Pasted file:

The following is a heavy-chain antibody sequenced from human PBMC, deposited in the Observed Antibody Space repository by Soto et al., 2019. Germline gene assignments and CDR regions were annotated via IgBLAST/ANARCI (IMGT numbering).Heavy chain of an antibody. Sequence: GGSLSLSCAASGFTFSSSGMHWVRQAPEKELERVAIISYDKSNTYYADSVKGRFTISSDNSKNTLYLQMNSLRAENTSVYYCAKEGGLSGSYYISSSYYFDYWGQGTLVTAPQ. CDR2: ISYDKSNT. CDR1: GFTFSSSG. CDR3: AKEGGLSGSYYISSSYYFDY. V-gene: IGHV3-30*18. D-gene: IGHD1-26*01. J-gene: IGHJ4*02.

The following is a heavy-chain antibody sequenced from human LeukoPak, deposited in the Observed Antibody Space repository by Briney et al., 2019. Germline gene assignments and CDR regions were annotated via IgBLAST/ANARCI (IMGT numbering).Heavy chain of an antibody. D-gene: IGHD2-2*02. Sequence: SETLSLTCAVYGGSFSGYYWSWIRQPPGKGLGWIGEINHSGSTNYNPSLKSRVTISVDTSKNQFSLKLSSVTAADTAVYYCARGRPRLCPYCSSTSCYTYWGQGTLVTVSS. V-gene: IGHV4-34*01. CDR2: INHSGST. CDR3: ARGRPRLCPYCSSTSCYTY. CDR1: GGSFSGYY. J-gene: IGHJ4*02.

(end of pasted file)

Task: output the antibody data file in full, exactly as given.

The following is a heavy-chain antibody sequenced from human PBMC, deposited in the Observed Antibody Space repository by Soto et al., 2019. Germline gene assignments and CDR regions were annotated via IgBLAST/ANARCI (IMGT numbering).Heavy chain of an antibody. Sequence: GGSLSLSCAASGFTFSSSGMHWVRQAPEKELERVAIISYDKSNTYYADSVKGRFTISSDNSKNTLYLQMNSLRAENTSVYYCAKEGGLSGSYYISSSYYFDYWGQGTLVTAPQ. CDR2: ISYDKSNT. CDR1: GFTFSSSG. CDR3: AKEGGLSGSYYISSSYYFDY. V-gene: IGHV3-30*18. D-gene: IGHD1-26*01. J-gene: IGHJ4*02.

The following is a heavy-chain antibody sequenced from human LeukoPak, deposited in the Observed Antibody Space repository by Briney et al., 2019. Germline gene assignments and CDR regions were annotated via IgBLAST/ANARCI (IMGT numbering).Heavy chain of an antibody. D-gene: IGHD2-2*02. Sequence: SETLSLTCAVYGGSFSGYYWSWIRQPPGKGLGWIGEINHSGSTNYNPSLKSRVTISVDTSKNQFSLKLSSVTAADTAVYYCARGRPRLCPYCSSTSCYTYWGQGTLVTVSS. V-gene: IGHV4-34*01. CDR2: INHSGST. CDR3: ARGRPRLCPYCSSTSCYTY. CDR1: GGSFSGYY. J-gene: IGHJ4*02.